The University of Iowa

Leonard R. MacGillivray

Leonard R. MacGillivray
Professor
Phone: 
319-335-3504
Office: 
E555 CB
Divisions: 
Biosketch: 
  • B.S., Saint Mary's University (1994)
  • Ph.D., University of Missouri-Columbia (1998)
  • Research Associate, Steacie Institute for Molecular Sciences, National Research Council of Canada (1998-2000)
  • Adjunct Research Professor, Ottawa-Carleton Chemistry Institute (1999-2000)
Keywords: 

Molecular recognition; solid state organic and inorganic chemistry; crystal photochemistry; nanotechnology. Synthesis of porous molecular solids and nanometer scale molecular structures for applications in separations, catalysis, and molecular switching. Organic solid state synthesis by design.

Research Interests: 

Whereas more traditional approaches to chemical synthesis have focused upon atoms and molecules individually, our research encompasses understanding principles that govern the effects of intermolecular interactions (e.g. hydrogen bonds) on the structure and properties of assemblies of atoms and molecules in the field of supramolecular chemistry.  The structure of DNA and ability of enzymes to catalyze chemical reactions are examples from biochemistry that are regulated by such interactions and we address whether such forces may be used to confront long-standing problems with new perspectives or design new molecules and materials with unique properties.

Materials Design.  It is well established that molecular approaches to crystal structure design can lead to new materials with desirable properties (e.g. optical).  Despite this realization, an insufficient knowledge of factors that dictate crystal packing has hindered chemists from designing molecules that assemble to form functional solids, a priori, with predictable properties.  This problem of crystal structure design, referred to as a problem of crystal engineering, is similar to solution phase organic synthesis in that chemists must plan routes, involving structural units known as synthons, to targeted, functional molecular systems.  However, whereas solution phase organic synthesis is at a stage where synthetic routes are being reexamined to reduce steps for atom economy, the field of rational solid state design is at a stage where synthons are beginning to be identified.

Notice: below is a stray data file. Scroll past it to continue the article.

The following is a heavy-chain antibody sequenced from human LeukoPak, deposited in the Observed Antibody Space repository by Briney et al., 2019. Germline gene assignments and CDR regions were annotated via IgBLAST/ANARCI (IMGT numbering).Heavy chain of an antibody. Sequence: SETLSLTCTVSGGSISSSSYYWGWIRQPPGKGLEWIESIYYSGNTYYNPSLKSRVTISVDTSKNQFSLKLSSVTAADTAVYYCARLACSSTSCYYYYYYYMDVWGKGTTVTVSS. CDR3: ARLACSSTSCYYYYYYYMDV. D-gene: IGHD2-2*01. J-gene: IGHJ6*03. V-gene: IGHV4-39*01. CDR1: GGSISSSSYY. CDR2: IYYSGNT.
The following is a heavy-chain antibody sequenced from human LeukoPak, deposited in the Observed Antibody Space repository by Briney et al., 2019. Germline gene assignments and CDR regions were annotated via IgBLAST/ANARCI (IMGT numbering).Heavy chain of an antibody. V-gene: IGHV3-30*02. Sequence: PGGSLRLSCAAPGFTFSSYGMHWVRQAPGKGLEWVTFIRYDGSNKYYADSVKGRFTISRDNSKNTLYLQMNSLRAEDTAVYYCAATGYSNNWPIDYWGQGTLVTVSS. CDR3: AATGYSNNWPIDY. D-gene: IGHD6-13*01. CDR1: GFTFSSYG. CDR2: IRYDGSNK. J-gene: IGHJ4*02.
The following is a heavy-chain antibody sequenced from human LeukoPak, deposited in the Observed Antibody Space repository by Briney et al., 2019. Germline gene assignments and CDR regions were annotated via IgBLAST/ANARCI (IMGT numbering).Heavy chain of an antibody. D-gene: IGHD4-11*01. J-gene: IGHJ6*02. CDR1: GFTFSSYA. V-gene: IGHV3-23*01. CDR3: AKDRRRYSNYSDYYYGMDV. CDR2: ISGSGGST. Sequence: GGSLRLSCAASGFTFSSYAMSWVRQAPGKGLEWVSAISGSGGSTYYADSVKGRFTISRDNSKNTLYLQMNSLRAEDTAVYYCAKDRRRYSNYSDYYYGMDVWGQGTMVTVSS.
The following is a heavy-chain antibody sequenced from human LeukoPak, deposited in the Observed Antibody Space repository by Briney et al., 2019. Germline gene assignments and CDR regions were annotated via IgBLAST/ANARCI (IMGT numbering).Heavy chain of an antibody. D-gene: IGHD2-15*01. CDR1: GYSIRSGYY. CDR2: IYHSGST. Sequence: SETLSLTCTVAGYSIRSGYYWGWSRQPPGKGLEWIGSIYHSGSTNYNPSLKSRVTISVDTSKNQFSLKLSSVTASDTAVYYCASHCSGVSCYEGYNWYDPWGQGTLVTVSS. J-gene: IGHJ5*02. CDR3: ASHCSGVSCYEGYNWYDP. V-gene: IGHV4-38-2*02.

Of the properties that may be exploited for the design of molecular solids, it is solid state reactivity, in the form of bimolecular reactions, that we are studying.  Such an approach to synthesis holds great promise for the designed, solvent-free synthesis of molecules, and materials, available either in low yields, as part of mixtures, or are completely inaccessible in the liquid phase.  Unfortunately, however, most approaches to synthesis in the solid state are generally unreliable such that reaction homology, a concept central to the development of solution phase molecular synthesis, has been achieved with limited success.  We are addressing this problem of reaction homology, using an approach that controls reactivity in solids by employing molecules that serve, via molecular recognition processes based on hydrogen bonds, as linear templates (see Figure 1), with the prospect that a reliable method for conducting reactions in the solid state will permit us to establish novel applications for the reactants (e.g. green chemistry), products (e.g. nanostructures), and materials (e.g. molecular devices).